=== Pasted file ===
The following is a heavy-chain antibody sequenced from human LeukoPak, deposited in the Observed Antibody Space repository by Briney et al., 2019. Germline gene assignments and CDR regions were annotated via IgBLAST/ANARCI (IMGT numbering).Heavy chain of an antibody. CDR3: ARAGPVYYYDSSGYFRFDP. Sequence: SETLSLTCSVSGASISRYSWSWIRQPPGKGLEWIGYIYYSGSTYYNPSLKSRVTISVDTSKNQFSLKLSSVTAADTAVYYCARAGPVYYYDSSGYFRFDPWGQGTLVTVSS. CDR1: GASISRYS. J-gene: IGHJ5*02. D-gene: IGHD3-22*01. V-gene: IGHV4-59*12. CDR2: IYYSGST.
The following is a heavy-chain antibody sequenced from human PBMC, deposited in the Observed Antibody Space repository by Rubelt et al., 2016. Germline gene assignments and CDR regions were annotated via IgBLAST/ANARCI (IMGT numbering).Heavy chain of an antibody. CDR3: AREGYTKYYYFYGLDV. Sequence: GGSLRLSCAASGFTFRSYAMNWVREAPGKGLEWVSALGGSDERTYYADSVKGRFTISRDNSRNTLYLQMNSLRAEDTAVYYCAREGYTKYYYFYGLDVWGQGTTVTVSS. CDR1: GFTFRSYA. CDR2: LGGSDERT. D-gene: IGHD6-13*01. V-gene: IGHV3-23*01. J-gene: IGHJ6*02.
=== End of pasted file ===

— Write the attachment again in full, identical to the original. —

The following is a heavy-chain antibody sequenced from human LeukoPak, deposited in the Observed Antibody Space repository by Briney et al., 2019. Germline gene assignments and CDR regions were annotated via IgBLAST/ANARCI (IMGT numbering).Heavy chain of an antibody. CDR3: ARAGPVYYYDSSGYFRFDP. Sequence: SETLSLTCSVSGASISRYSWSWIRQPPGKGLEWIGYIYYSGSTYYNPSLKSRVTISVDTSKNQFSLKLSSVTAADTAVYYCARAGPVYYYDSSGYFRFDPWGQGTLVTVSS. CDR1: GASISRYS. J-gene: IGHJ5*02. D-gene: IGHD3-22*01. V-gene: IGHV4-59*12. CDR2: IYYSGST.
The following is a heavy-chain antibody sequenced from human PBMC, deposited in the Observed Antibody Space repository by Rubelt et al., 2016. Germline gene assignments and CDR regions were annotated via IgBLAST/ANARCI (IMGT numbering).Heavy chain of an antibody. CDR3: AREGYTKYYYFYGLDV. Sequence: GGSLRLSCAASGFTFRSYAMNWVREAPGKGLEWVSALGGSDERTYYADSVKGRFTISRDNSRNTLYLQMNSLRAEDTAVYYCAREGYTKYYYFYGLDVWGQGTTVTVSS. CDR1: GFTFRSYA. CDR2: LGGSDERT. D-gene: IGHD6-13*01. V-gene: IGHV3-23*01. J-gene: IGHJ6*02.